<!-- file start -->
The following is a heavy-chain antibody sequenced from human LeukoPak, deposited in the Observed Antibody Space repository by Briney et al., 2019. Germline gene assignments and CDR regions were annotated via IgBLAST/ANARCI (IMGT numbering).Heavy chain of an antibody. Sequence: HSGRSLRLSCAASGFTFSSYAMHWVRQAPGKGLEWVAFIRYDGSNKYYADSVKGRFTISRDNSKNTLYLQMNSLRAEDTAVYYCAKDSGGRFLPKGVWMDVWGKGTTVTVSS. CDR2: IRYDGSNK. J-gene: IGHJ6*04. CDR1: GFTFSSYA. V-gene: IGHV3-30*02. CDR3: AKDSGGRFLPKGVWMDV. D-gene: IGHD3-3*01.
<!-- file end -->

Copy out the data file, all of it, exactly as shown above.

The following is a heavy-chain antibody sequenced from human LeukoPak, deposited in the Observed Antibody Space repository by Briney et al., 2019. Germline gene assignments and CDR regions were annotated via IgBLAST/ANARCI (IMGT numbering).Heavy chain of an antibody. Sequence: HSGRSLRLSCAASGFTFSSYAMHWVRQAPGKGLEWVAFIRYDGSNKYYADSVKGRFTISRDNSKNTLYLQMNSLRAEDTAVYYCAKDSGGRFLPKGVWMDVWGKGTTVTVSS. CDR2: IRYDGSNK. J-gene: IGHJ6*04. CDR1: GFTFSSYA. V-gene: IGHV3-30*02. CDR3: AKDSGGRFLPKGVWMDV. D-gene: IGHD3-3*01.